Score
Title
325
How To Search ELI5: A Quick Reminder About Rule 7
2672
ELI5: How is it possible that ISP's can see what your up to online? I thought HTTPs encrypted your traffic so it can't be read?
12928
ELI5: What exactly stops our bodies from defecating and urinating as we sleep? What acts as an "alarm" that jolts us awake when we do need to do these things?
51
ELI5:Off Camera flash Duration and Shutterspeed
168
ELI5:What's special about CO2 that we add it to water/soda and not other gasses? Why not use compressed air or another gas?
6
ELI5 Why scientists can’t create a living organism from scratch
5
ELI5: How were early civilizations able to calculate many, many decimals of ? (pi)? And how did they know what they were doing?
2
ELI5: When things are transparent (like a window, thin piece of paper), do the photons of the light source actually move through the object?
4
ELI5: What is a sideband and what is it relating to bandwidth?
2
ELI5: What causes the sticky, frictional feeling you get on your hands after using bar soap?
6
ELI5: How do yeast/bread starters stay alive for years at a time?
7
ELI5: Why is blue light in electronic devices bad before falling asleep?
5
ELI5: How do agricultural markets function with supply and demand along with prices?
1
ELI5: How cryptomining isn't just a massively wasteful system that just replaces wasting physical resources with wasting energy and computing power to create currency?
1
ELI5: Why do our ears need to "pop* when we change elevations, and how does yawning make it happen?
0
[ELI5] Why does the sky look whiter near the horizon rather than blacker?
2
ELI5: How can different image file types differ so much in size for the same content even though visually there is no difference?
4
ELI5: What's a cellular automaton ?
7
ELI5: Why does breathing in through the nose and out through the mouth help with relaxation?
0
ELI5: How does Kuhns concept of "incommensurability" relate to the role that Michelsons and Morleys experiment have in proving Einsteins theory of relativity?
1
ELI5: Why do young children laugh differently than adults?
1
ELI5: Thermochemistry
2
ELI5: Is thinking about thoughts an abstraction?
0
ELI5: How do radio waves transmit data over large distances?
3
ELI5: In networking, what is the difference between a router and a hub?
1
ELI5: How do ETFs, Index Funds And Mutual Funds work?
6
ELI5: How does cyanide kill people?
1
ELI5: What is giving body fat and the oily pores on our nose that yellowy color?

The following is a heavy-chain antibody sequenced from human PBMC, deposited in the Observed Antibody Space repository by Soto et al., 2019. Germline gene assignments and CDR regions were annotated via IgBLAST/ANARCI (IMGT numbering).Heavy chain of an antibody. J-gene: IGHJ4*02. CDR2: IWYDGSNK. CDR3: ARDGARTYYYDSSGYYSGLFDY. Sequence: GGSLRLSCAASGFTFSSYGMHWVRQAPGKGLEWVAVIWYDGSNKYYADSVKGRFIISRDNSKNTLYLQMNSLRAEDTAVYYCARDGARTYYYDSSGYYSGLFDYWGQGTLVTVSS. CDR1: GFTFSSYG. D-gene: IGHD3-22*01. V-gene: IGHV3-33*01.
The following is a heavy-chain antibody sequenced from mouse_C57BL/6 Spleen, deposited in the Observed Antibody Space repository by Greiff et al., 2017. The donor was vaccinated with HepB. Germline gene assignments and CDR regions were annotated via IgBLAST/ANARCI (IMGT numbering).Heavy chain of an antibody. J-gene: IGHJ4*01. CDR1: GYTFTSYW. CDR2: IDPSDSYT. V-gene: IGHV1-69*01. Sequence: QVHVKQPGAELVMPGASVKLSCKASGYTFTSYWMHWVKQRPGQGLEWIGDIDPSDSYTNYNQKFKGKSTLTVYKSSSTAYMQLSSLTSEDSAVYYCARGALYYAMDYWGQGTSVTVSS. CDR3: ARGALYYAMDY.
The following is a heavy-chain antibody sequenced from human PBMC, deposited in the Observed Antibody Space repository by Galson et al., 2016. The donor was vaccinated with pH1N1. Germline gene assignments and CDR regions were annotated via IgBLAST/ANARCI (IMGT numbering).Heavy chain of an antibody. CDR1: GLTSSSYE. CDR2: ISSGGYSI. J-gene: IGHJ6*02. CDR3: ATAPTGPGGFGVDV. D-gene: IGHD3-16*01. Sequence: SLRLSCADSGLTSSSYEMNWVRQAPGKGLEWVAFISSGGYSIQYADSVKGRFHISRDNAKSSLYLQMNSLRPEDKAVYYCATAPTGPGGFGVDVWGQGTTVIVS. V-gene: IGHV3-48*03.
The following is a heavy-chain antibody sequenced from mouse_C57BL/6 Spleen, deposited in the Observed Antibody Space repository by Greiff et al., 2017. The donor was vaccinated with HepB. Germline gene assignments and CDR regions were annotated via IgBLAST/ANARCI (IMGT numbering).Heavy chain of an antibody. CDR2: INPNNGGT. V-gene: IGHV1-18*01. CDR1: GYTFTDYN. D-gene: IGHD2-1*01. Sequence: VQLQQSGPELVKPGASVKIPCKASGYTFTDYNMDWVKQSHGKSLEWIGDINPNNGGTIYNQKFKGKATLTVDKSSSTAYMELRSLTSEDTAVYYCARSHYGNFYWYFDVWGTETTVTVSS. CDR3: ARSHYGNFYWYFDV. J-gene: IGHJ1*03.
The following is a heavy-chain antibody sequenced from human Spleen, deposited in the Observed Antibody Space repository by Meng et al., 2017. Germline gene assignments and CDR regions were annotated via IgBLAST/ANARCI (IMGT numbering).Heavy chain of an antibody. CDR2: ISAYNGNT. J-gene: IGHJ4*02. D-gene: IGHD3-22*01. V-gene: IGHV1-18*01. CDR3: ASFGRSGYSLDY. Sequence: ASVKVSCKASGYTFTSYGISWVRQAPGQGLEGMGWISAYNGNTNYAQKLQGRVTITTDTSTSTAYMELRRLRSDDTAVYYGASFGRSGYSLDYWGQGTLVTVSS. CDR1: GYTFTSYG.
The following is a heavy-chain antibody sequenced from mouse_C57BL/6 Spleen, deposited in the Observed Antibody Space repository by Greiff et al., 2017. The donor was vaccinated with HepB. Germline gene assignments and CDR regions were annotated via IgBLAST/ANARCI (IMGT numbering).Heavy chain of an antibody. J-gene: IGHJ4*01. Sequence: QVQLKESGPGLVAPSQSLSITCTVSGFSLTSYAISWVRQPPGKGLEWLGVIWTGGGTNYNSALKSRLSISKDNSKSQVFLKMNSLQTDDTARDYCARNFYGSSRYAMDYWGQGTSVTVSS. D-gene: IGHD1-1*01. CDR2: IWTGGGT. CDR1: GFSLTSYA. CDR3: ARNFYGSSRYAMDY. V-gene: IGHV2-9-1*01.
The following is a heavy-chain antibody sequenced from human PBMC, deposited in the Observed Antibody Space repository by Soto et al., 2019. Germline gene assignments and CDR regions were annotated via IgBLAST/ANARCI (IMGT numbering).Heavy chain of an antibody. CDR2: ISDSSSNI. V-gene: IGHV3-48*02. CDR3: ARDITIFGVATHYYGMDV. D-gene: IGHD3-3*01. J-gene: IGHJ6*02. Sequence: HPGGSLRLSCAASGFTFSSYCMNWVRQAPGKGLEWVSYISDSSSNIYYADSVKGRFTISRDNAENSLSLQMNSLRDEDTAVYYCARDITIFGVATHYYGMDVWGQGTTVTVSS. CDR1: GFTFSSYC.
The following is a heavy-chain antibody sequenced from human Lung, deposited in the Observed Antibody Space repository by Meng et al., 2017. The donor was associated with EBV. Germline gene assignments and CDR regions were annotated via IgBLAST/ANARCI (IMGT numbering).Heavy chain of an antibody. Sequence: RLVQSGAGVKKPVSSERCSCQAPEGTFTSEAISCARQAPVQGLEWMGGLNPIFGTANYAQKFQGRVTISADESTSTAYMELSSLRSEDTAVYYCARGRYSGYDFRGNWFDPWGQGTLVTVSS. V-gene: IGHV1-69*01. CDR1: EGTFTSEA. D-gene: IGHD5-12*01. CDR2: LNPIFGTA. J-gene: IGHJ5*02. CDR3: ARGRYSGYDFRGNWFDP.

0
ELI5: Why do some cameras that support logarithmic A/D conversion in addition to traditional A/D conversion have the highest dynamic range at ISO 100 in traditional mode while requiring a higher ISO for highest dynamic range (400, 800, or even 3200) when logarithmic A/D conversion is used?
0
ELI5:What'd happend if Wasp succesfully invade the queen of insects?
0
ELI5:How does the hollywood studio system works?
60
ELI5: When food goes stale, does it also become less nutricious?
7
ELI5:How come eyesight gets bad very quickly (myopia) when you're young but slows down a lot when you get older?
0
ELI5: If humans originated as a single tribe, how can inbreeding be bad? Arent we all inbred to the ten thousandth generation or more?
11
ELI5: How are people so influenced by music, what influences people’s tastes, and what separates good from bad music?
56
ELI5: Why do small, superficial wounds heal faster on certain areas of the body, like the mouth, than in other areas?
2
ELI5:What is the job of a Hollywood or any other type of agent? In the age of internet can't people represent themselves?
9
ELI5: How do we know the Zodiac Killer’s cypher isn’t just complete BS that he made up?
6
ELI5: How do ISPs work? Where do they get their internet?
2
ELI5: How does hot air balloon move around without wind?
9
ELI5: Why do we feel less need to pee when we are walking?
8 flooey On the vast majority of banknotes, it doesn't mean much of anything anymore. Historically, banknotes were redeemable (at times practically, at other times only theoretically) for a specific amount of precious metal (usually gold). But that hasn't been true for most currency in decades. For example, the Bank of England has this to say about the phrase on their banknotes: > The words "I promise to pay the bearer on demand the sum of five [ten/twenty/fifty] pounds" date from long ago when our notes represented deposits of gold. At that time, a member of the public could exchange one of our banknotes for gold to the same value. For example, a £5 note could be exchanged for five gold coins, called sovereigns. But the value of the pound has not been linked to gold for many years, so the meaning of the promise to pay has changed. Exchange into gold is no longer possible and Bank of England notes can only be exchanged for other Bank of England notes of the same face value. Public trust in the pound is now maintained by the operation of monetary policy, the objective of which is price stability.